Texas Tarragon – Gardening Tips from the Culinary View

Texas Tarragon – Gardening Tips from the Culinary View

as recommended by Michael Vidrine

Some of the herbs we would like to grow in our area aren’t well adapted to our climate – especially our hot summers.  French tarragon is one of those wonderful herbs that have a hard time here.   But don’t despair, Texas Tarragon is a good substitute.

Texas Tarragon (Tagetes lucida) – AKA Mexican Mint Marigold, Yerba Anise, and Santa Maria – is a perennial plant native to Mexico and Central America. The plant has been documented as being used for thousands of years as a medicinal and culinary herb – even longer than regular tarragon.  The Aztecs used the herb as a ritual incense and in the drink chocolatl.  The Maya used it as an additive to tobacco and many cultures smoked it for its psychotropic effects. The plant grows wild in its native range and is still used medicinally there. As a tea, the plant reportedly helps with digestive problems and reducing the severity of hangovers.

Texas tarragon forms a small shrub from 18 to 30 inches tall.  Some forms are upright while others are bushier.  In late summer the plants begin producing small yellow flowers which are very attractive to bees and other pollen and nectar seeking insects.  The flowers are also edible and taste much like the leaves.  The herb is also known as “herb of the clouds” for the flowers’ cloud like appearance and the plants relaxing medicinal properties. The plant does best in full sun but will take some light shade.  It is tolerant of different soil types as long as it is well drained.  It is also drought tolerant but will grow best with some watering during the hottest part of the summer.  Light fertilizing once growth starts in the spring will help produce more robust growth.  Texas tarragon does well as a pot plant but will require more regular watering.  The plant will often freeze back during our zone 8 winters but will regrow from the roots especially if well mulched.  The plant can be started from seed or from nursery stock.  Mature plants will self-seed providing the gardener with more plants to grow or share. Stems touching the ground will also take root and mature plants can be dug when dormant and divided. Harvesting the stems and flowers frequently keeps the plant producing more tender growth.  The leaves can be dried for long term storage, but the flavor will be significantly weaker than the fresh herb.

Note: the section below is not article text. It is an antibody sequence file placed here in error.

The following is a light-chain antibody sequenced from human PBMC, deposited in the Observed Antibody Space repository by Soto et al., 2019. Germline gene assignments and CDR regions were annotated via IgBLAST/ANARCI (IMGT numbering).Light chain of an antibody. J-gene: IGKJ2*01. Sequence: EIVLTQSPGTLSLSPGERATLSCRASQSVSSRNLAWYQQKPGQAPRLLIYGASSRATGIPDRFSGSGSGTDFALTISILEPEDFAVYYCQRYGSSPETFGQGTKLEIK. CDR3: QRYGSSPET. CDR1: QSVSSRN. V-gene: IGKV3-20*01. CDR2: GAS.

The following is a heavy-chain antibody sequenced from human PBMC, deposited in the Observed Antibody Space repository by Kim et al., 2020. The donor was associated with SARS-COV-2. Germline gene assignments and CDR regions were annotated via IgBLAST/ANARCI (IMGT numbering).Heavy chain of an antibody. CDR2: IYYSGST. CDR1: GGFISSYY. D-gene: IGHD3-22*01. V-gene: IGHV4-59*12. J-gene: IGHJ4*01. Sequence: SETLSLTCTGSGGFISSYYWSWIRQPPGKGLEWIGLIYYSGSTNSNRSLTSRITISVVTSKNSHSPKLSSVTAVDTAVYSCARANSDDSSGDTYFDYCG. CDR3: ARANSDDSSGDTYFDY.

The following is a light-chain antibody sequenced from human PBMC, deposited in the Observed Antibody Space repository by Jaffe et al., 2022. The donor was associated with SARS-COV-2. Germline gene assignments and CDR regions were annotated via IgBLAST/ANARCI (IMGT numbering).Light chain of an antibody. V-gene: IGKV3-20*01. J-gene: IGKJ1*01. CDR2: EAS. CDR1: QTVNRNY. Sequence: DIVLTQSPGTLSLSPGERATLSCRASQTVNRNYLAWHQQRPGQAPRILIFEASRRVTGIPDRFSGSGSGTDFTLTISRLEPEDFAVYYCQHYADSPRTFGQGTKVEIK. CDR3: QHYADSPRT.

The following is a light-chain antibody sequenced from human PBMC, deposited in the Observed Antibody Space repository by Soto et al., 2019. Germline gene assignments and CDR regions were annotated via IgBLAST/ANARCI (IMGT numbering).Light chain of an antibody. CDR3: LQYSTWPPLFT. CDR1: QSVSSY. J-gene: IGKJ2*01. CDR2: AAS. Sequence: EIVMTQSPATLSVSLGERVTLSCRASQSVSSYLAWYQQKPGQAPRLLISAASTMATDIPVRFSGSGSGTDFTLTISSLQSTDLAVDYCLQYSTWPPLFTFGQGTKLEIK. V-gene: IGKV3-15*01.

Texas tarragon has a scent and flavor similar to French tarragon – a light licorice with a hint of citrus and pine.  Heat drives off much of the delicate flavor of the herb, so it is best added at the last minute to cooked dishes.  The fresh herb is a nice addition to salads and dressings and the flower petals are especially decorative sprinkled in fresh dishes and as a garnish.  Like its French tarragon counterpart, Texas tarragon is great in marinades, vinegars, syrups, and oils and sprinkled over egg dishes and potato salad. The herb goes well with meats – especially poultry – and mild flavored fish. It makes a nice change of pace from basil for tomato and pepper dishes, and it is also nice with other warm season vegetables like green beans, summer squash and asparagus.

Besides its use as an herb, Texas tarragon is a nice ornamental for the landscape.  I suggest pairing the plants yellow flowers with trailing purple lantana or the light blue flowers of rosemary.  These plants all enjoy similar growing conditions and the color contrast makes each stand out a bit more.

Michael Vidrine Brazos Valley Gardener, Orchardist, Apiarist and Instructor

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